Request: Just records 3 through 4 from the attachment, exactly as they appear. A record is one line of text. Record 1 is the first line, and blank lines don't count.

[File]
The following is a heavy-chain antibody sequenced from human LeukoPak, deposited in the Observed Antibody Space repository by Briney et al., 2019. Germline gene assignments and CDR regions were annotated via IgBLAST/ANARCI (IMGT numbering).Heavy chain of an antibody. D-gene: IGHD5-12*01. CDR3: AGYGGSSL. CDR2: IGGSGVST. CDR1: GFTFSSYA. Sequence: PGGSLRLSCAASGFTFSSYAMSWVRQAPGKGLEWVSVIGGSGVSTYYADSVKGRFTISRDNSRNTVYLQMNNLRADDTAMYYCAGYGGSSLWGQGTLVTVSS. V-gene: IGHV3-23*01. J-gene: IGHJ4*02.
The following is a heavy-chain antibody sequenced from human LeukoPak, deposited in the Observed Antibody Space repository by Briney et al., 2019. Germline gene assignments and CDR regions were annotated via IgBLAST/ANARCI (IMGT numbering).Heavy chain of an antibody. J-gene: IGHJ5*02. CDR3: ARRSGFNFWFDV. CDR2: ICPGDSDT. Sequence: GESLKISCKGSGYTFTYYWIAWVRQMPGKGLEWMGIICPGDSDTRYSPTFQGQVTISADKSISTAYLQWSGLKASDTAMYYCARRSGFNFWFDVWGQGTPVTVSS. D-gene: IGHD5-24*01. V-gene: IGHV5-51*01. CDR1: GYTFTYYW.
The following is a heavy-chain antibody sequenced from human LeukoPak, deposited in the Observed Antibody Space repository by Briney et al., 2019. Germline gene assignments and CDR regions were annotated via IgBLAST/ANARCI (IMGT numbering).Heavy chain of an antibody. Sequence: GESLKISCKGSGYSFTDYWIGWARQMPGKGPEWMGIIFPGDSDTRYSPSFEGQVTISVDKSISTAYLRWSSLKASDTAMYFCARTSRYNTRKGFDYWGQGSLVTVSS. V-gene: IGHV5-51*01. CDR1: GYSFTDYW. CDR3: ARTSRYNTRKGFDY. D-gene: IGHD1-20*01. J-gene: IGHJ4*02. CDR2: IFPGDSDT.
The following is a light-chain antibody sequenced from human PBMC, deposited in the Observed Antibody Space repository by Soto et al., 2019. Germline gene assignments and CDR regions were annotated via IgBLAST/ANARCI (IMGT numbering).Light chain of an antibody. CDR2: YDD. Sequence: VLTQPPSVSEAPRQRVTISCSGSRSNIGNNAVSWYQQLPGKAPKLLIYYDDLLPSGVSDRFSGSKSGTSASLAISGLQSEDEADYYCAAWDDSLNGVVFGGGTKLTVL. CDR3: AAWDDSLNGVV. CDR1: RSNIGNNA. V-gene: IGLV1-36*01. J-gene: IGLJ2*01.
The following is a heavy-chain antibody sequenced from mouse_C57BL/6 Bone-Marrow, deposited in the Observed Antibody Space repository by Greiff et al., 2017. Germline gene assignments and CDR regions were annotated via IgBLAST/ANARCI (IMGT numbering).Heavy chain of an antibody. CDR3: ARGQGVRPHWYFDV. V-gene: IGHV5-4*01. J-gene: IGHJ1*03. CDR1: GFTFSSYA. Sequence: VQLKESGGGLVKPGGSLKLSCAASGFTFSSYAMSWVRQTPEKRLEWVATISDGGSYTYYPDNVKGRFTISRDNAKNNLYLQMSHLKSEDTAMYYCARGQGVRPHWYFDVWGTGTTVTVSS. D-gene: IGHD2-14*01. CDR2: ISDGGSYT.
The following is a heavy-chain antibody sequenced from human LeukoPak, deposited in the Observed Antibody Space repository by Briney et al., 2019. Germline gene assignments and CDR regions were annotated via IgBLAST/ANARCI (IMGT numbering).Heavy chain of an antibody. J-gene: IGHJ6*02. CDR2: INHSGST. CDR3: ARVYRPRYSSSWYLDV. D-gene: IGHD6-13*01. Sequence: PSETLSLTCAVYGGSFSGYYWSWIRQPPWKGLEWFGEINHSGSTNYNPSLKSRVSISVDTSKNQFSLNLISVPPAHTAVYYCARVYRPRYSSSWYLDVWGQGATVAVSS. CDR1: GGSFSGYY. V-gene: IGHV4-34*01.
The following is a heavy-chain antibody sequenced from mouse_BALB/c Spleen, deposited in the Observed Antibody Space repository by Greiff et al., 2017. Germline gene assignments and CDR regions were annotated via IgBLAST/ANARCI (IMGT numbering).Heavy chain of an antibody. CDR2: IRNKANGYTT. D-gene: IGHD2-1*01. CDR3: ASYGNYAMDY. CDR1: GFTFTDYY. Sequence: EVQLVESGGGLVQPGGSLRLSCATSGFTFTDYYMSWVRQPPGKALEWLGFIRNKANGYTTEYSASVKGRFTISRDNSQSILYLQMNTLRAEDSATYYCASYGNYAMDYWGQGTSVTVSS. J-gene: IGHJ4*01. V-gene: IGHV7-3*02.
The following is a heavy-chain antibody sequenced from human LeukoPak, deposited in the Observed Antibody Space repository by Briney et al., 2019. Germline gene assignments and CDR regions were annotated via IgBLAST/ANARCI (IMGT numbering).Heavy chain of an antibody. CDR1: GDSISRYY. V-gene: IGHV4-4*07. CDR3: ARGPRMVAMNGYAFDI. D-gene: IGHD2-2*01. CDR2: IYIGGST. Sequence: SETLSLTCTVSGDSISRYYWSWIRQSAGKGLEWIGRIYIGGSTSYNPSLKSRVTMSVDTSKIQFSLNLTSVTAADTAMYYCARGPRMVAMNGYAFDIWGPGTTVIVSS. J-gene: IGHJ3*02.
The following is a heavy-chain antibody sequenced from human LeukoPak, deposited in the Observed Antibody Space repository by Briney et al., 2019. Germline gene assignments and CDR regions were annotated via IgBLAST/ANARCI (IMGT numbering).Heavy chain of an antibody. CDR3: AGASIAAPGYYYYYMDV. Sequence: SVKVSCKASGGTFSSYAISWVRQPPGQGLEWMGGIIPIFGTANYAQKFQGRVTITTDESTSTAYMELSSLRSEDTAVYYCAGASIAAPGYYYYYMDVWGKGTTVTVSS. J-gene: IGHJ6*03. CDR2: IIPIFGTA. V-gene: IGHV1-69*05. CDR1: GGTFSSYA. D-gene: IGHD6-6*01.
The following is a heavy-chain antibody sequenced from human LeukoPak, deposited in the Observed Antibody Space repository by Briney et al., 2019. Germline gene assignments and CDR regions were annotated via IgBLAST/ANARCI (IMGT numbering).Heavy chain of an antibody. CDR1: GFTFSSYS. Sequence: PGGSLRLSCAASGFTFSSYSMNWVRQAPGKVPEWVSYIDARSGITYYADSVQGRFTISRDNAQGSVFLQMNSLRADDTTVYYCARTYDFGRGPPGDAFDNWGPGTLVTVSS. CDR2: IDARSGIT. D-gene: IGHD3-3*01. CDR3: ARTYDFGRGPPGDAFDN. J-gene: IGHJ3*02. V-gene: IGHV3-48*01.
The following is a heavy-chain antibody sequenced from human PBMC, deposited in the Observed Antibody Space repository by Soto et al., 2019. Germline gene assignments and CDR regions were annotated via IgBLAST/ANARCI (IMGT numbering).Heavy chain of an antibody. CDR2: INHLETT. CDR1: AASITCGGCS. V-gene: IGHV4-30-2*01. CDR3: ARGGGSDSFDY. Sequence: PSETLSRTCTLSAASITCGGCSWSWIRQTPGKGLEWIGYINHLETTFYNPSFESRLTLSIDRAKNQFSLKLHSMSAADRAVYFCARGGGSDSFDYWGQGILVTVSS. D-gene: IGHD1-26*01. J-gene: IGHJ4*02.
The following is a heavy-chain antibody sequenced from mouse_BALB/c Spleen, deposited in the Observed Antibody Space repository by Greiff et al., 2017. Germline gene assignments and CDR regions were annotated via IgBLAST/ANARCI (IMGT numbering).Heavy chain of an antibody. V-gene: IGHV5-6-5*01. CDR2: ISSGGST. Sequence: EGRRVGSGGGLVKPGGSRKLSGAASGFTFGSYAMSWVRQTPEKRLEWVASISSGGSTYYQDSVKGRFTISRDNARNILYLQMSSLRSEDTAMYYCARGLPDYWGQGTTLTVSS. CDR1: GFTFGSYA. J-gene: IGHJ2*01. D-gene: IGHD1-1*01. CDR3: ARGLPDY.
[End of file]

The following is a heavy-chain antibody sequenced from human LeukoPak, deposited in the Observed Antibody Space repository by Briney et al., 2019. Germline gene assignments and CDR regions were annotated via IgBLAST/ANARCI (IMGT numbering).Heavy chain of an antibody. Sequence: GESLKISCKGSGYSFTDYWIGWARQMPGKGPEWMGIIFPGDSDTRYSPSFEGQVTISVDKSISTAYLRWSSLKASDTAMYFCARTSRYNTRKGFDYWGQGSLVTVSS. V-gene: IGHV5-51*01. CDR1: GYSFTDYW. CDR3: ARTSRYNTRKGFDY. D-gene: IGHD1-20*01. J-gene: IGHJ4*02. CDR2: IFPGDSDT.
The following is a light-chain antibody sequenced from human PBMC, deposited in the Observed Antibody Space repository by Soto et al., 2019. Germline gene assignments and CDR regions were annotated via IgBLAST/ANARCI (IMGT numbering).Light chain of an antibody. CDR2: YDD. Sequence: VLTQPPSVSEAPRQRVTISCSGSRSNIGNNAVSWYQQLPGKAPKLLIYYDDLLPSGVSDRFSGSKSGTSASLAISGLQSEDEADYYCAAWDDSLNGVVFGGGTKLTVL. CDR3: AAWDDSLNGVV. CDR1: RSNIGNNA. V-gene: IGLV1-36*01. J-gene: IGLJ2*01.